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Schools

Five candidates file for School board race

The filing period for the Piedmont Public School District School Board seats is over and a total of five residents have thrown their name into the two races.

In School Board Seat No. 1, incumbent Stanley Nance and Tamra States have filed.  In the race for Seat No. 4, incumbent Alan Blankenship, Jimmy Spivey and Aaron Chester have filed.

The School Board elections will take place on Feb. 8 and is open to all eligible voters living within the Piedmont school district.

District working on Washington Ave. site for new school

Superintendent James White addressed the Piedmont Chamber of Commerce on the details of a proposed fifth- and sixth-grade school building.

The Piedmont Public School District is in the process of finalizing a location for a proposed new school building at the intersection of Washington Ave. and 7th St. in south Piedmont, near the Skyline housing development.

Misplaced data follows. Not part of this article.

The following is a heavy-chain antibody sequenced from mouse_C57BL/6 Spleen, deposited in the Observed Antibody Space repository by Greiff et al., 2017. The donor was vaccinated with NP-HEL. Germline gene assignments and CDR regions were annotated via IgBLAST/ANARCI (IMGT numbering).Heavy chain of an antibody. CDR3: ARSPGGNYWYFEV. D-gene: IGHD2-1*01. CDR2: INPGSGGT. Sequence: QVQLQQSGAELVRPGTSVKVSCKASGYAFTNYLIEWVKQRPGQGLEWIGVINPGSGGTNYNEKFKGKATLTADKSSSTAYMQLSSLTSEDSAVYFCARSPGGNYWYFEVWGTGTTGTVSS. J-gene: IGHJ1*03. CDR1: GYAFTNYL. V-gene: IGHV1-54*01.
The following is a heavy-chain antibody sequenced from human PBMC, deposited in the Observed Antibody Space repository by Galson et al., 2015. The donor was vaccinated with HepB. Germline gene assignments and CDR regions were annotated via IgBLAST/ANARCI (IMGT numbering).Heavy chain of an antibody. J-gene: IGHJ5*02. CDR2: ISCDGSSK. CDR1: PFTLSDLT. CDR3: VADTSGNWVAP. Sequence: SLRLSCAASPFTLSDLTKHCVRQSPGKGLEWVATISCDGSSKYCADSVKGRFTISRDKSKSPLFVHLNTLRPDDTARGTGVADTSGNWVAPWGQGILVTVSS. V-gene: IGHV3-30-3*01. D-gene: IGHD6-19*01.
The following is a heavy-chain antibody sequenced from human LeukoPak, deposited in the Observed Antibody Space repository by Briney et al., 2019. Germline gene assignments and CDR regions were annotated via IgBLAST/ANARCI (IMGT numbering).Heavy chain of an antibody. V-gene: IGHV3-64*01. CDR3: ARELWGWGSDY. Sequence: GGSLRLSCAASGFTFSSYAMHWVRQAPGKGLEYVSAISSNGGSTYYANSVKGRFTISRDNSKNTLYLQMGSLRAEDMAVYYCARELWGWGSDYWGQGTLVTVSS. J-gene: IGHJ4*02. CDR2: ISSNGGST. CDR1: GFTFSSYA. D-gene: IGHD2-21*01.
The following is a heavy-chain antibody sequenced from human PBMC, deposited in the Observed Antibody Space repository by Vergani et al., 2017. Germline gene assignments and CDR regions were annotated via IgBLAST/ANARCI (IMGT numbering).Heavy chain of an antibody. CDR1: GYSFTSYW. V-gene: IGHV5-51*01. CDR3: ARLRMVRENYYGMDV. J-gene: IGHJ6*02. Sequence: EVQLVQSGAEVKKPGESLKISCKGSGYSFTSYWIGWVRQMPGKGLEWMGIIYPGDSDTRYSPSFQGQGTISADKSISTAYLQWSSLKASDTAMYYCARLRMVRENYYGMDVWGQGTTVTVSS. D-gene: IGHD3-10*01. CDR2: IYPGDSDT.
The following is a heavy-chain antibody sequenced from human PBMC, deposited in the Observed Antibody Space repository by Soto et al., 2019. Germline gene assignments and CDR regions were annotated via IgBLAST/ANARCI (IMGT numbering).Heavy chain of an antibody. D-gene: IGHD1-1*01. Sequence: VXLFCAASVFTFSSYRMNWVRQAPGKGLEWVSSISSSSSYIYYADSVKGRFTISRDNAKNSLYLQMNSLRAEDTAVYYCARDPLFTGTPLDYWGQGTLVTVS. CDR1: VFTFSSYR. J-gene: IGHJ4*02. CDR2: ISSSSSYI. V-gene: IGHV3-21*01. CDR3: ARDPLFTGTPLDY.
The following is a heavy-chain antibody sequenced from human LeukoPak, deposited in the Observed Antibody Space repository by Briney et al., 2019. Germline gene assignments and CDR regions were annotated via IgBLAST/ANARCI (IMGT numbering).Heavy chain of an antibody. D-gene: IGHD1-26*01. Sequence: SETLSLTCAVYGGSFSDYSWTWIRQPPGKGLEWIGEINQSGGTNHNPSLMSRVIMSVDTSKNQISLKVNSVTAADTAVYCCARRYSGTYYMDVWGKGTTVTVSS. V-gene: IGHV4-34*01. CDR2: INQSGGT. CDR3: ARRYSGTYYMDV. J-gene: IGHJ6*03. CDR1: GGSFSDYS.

In an address to the Piedmont Chamber of Commerce, superintendent James White said the district was hoping to work out the final details of the location in the next week and that it was important for the new school to be located inside the Piedmont city limits.

“We were always looking for a site inside the city of Piedmont,” White said.  “We are in the process of making that final right now.”

The school district is asking voters to approve a $19.5 million bond measure on Dec. 14 to fund a new fifth- and sixth-grade school building.  If approved, the new school is scheduled to open in Aug. 2012.

Miss Oklahoma pays visit to Piedmont

Miss Oklahoma, Emoly West, spoke at Piedmont Middle School on Tuesday, delivering a message about the importance of character and setting goals.

Mothers and daughters in Piedmont got a special treat on Tuesday, when Miss Oklahoma Emoly West came and spoke to them at the middle school. West spoke to the girls about the importance of character and what it takes to be a real princess.

“When I was young, my mother and I would read Proverbs and Psalms every night,” West said. “Proverbs 31 truly spoke to me because it talked about how to be a woman of character.”

West spoke to the girls about setting goals and how important character is to someone’s life. She explained how it’s not what you get or receive, it’s who you are when no one is watching that truly defines who you are.

West also told the story about her journey to becoming Miss Oklahoma, and how she fell short four times before reaching her goal. Each year, West learned a new lesson and grew.